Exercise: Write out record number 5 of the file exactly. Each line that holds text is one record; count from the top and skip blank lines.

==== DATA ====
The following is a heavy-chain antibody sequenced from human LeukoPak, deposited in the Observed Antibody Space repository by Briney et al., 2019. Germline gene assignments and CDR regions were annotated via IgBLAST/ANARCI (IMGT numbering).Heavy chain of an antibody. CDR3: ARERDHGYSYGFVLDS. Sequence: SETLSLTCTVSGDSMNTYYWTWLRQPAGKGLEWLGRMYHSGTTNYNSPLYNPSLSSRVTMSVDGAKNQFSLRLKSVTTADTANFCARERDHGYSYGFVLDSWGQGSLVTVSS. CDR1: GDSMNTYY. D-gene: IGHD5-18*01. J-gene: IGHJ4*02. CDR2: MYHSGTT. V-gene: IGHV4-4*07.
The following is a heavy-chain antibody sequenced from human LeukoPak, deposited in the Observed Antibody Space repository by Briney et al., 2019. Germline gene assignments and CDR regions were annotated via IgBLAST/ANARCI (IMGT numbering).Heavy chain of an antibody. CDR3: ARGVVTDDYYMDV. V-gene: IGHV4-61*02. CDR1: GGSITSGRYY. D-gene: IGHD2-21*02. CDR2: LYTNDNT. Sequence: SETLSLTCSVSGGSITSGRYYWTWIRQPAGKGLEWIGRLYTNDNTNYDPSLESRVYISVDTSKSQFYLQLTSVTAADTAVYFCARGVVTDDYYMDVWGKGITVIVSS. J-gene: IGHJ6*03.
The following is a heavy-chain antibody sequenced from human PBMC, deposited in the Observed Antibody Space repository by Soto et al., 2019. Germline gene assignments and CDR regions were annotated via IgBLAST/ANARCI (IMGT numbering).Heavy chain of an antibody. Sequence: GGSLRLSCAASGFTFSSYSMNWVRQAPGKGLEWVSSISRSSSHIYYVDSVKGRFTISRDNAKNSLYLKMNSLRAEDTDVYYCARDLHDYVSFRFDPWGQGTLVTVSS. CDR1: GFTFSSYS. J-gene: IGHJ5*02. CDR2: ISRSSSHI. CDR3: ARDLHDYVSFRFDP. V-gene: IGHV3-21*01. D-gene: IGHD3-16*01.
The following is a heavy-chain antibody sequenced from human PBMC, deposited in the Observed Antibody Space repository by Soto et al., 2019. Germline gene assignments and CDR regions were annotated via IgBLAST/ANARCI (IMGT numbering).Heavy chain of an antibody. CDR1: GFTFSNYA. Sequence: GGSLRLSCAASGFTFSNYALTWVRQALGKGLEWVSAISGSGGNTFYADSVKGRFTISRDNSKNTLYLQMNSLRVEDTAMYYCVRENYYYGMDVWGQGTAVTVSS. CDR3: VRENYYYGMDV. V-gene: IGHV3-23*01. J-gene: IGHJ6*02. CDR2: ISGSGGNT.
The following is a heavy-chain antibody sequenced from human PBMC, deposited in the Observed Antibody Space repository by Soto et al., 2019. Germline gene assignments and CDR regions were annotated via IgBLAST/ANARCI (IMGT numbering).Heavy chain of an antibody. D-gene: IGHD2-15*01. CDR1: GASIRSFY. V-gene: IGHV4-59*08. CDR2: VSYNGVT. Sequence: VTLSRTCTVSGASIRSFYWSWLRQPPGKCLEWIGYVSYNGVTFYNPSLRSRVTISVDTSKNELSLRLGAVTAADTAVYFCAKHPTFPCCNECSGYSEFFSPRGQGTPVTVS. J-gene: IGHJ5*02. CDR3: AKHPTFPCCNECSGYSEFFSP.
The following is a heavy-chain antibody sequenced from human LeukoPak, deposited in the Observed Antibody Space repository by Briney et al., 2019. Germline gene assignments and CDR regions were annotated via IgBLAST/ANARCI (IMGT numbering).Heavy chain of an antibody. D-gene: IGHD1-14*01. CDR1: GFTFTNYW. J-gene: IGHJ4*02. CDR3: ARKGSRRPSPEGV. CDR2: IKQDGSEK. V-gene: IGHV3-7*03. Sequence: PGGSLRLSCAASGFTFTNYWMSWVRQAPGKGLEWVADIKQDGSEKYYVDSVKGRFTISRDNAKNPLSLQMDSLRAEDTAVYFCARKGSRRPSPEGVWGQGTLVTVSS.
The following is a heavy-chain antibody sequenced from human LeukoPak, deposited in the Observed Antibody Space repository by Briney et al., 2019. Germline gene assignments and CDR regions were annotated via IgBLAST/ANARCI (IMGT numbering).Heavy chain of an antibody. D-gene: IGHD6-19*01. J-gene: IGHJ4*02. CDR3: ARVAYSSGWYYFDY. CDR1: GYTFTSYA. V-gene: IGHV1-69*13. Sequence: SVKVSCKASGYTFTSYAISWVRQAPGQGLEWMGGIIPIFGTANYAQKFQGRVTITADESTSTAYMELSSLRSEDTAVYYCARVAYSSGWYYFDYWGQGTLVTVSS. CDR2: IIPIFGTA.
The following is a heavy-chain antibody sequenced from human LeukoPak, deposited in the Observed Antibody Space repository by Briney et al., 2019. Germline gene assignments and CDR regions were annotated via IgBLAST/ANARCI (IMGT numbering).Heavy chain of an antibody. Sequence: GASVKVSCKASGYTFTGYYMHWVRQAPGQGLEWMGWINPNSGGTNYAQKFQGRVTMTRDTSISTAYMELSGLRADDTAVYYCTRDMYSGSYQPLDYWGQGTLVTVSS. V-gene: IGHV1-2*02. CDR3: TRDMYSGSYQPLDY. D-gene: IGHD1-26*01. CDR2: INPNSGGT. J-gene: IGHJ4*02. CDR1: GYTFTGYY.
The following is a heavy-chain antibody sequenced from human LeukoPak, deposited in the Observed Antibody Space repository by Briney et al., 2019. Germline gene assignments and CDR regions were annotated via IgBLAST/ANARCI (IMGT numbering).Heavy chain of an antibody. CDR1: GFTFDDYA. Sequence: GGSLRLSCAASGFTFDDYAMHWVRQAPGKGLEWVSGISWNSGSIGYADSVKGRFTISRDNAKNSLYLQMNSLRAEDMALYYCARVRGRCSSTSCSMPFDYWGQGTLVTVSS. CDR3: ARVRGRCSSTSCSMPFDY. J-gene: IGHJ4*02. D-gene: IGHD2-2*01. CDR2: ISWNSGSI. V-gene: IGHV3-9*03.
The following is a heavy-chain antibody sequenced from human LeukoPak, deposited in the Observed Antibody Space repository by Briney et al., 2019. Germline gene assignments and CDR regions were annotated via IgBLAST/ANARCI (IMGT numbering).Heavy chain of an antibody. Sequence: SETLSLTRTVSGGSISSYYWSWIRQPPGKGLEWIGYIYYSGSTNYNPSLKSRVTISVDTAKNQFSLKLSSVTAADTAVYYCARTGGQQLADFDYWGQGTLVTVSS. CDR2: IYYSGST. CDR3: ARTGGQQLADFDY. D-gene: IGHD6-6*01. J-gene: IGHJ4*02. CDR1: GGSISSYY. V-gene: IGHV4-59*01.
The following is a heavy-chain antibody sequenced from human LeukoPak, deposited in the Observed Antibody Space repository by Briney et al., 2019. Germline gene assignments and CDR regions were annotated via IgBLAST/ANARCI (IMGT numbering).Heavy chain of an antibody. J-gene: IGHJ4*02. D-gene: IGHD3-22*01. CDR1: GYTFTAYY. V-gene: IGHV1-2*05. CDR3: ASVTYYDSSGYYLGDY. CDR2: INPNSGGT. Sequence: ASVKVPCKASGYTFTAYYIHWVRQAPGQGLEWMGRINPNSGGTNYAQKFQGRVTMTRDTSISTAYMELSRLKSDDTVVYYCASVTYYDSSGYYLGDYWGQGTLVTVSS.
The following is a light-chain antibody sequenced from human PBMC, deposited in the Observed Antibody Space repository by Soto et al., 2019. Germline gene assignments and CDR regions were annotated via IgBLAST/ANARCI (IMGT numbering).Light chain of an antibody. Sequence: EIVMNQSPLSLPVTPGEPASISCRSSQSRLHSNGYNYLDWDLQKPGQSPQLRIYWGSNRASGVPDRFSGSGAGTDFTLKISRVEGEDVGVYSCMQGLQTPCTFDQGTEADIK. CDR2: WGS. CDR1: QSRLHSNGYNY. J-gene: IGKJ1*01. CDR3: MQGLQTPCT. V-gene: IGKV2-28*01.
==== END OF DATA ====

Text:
The following is a heavy-chain antibody sequenced from human PBMC, deposited in the Observed Antibody Space repository by Soto et al., 2019. Germline gene assignments and CDR regions were annotated via IgBLAST/ANARCI (IMGT numbering).Heavy chain of an antibody. D-gene: IGHD2-15*01. CDR1: GASIRSFY. V-gene: IGHV4-59*08. CDR2: VSYNGVT. Sequence: VTLSRTCTVSGASIRSFYWSWLRQPPGKCLEWIGYVSYNGVTFYNPSLRSRVTISVDTSKNELSLRLGAVTAADTAVYFCAKHPTFPCCNECSGYSEFFSPRGQGTPVTVS. J-gene: IGHJ5*02. CDR3: AKHPTFPCCNECSGYSEFFSP.